Ted Turner is a worried man. His media career is gone with the wind. His faith in the United Nations looks naive. He thinks humanity's on the verge of extinction, and he's down to his last billion

Sellers, Patricia
May 2003
Fortune International (Europe);5/26/2003, Vol. 147 Issue 10, p54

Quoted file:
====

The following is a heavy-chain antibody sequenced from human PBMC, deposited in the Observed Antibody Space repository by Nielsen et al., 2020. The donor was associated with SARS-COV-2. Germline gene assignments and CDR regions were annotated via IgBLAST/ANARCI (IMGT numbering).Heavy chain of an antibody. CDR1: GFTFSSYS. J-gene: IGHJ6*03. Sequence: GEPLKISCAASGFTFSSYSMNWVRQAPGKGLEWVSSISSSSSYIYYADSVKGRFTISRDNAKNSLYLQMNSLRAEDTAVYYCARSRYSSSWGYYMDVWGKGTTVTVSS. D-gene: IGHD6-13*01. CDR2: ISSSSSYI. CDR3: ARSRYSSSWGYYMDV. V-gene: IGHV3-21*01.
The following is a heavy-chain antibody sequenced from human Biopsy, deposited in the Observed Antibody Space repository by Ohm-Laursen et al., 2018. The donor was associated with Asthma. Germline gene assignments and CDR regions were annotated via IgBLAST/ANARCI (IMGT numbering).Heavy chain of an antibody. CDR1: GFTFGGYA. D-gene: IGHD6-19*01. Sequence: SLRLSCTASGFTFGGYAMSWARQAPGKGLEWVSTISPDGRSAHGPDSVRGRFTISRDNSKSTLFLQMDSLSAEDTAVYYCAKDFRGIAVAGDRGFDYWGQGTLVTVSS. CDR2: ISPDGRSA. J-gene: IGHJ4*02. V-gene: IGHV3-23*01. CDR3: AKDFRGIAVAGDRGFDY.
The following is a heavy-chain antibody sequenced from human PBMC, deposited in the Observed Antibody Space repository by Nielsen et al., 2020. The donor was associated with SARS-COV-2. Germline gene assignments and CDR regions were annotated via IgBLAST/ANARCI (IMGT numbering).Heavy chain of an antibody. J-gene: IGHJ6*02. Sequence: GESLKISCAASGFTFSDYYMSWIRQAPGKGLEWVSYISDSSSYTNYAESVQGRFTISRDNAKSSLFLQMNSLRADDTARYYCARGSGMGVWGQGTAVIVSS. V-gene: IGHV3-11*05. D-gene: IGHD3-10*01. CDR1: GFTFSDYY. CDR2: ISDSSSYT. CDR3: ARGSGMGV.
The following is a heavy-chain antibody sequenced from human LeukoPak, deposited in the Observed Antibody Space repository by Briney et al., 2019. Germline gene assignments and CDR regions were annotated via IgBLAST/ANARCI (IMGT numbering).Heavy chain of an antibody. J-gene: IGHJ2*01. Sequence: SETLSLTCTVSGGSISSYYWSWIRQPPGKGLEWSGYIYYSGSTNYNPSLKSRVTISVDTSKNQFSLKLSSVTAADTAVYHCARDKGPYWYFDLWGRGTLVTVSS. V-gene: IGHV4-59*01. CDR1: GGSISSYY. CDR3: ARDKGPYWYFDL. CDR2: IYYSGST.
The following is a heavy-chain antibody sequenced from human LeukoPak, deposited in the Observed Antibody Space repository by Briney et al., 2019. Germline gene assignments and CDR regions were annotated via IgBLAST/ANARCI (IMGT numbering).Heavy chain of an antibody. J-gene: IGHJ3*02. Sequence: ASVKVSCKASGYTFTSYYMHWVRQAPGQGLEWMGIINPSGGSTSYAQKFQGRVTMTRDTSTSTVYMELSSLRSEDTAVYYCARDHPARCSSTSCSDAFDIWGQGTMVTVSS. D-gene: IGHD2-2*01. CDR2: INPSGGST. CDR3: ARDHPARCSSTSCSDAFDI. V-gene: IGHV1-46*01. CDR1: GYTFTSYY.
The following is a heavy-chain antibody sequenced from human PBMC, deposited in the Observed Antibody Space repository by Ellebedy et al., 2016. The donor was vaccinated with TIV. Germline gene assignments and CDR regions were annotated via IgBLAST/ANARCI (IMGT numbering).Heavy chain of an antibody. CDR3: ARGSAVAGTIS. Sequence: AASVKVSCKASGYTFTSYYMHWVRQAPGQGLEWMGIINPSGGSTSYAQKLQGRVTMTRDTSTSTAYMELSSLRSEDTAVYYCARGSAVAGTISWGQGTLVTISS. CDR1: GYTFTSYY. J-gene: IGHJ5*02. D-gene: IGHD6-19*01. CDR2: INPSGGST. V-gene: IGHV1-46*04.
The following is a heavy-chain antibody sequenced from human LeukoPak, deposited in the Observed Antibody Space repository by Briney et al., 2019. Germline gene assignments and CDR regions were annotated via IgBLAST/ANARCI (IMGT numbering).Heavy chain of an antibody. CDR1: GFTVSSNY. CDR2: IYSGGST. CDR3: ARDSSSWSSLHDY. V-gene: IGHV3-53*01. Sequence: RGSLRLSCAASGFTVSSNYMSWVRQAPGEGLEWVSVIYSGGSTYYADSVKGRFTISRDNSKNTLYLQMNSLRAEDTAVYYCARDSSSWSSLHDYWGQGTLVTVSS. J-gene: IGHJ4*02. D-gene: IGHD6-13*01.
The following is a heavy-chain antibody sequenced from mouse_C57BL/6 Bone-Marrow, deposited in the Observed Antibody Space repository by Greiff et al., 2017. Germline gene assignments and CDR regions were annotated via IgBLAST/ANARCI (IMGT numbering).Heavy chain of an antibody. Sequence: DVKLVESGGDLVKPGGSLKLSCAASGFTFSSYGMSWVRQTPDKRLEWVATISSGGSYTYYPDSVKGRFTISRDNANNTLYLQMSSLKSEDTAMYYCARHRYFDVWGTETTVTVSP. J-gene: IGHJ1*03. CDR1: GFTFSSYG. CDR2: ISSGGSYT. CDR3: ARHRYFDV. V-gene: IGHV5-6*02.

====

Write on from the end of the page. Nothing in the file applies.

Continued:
Even when he is down, out, tired, miserable, wounded, worried, and wiped out--all words that spill from Ted Turner when he's asked how he's doing these days--he is, as ever, in motion. Turner has just cashed out more than half of his holdings in America's largest media company, AOL Time Warner, for $790 million and is quitting--"in disgust," he says--his job as vice chairman. On May 5, when Turner called Glover for their regular 7 A.M. conference, they agreed that with AOL shares up 40% from their low last summer and with Turner due to resign the following week, the time might be right. With his 1.9 million acres, his 45 million remaining shares in AOL, and his new hoard of cash, Turner's net worth exceeds $2 billion. But this figure belies his poverty, he says. Remember when he pledged $1 billion to the United Nations? That was in 1997--when the world was, as he marveled at the time, "awash in money" and when his Time Warner holdings had appreciated by that amount in just nine months. He still owes more than $600 million to his UN Foundation. So he is, by his count, down to his last billion. Former President Jimmy Carter, a man of faith and a friend of Turner's, believes that Turner needs to think more creatively about his philanthropy. Turner's Nuclear Threat Initiative (NTI), founded in January 2001 with AOL Time Warner stock then worth $250 million, has seen its funds melt along with the share price. The purpose of this organization is to reduce the dangers of nuclear, biological, and chemical weapons, and it has done impressive work.


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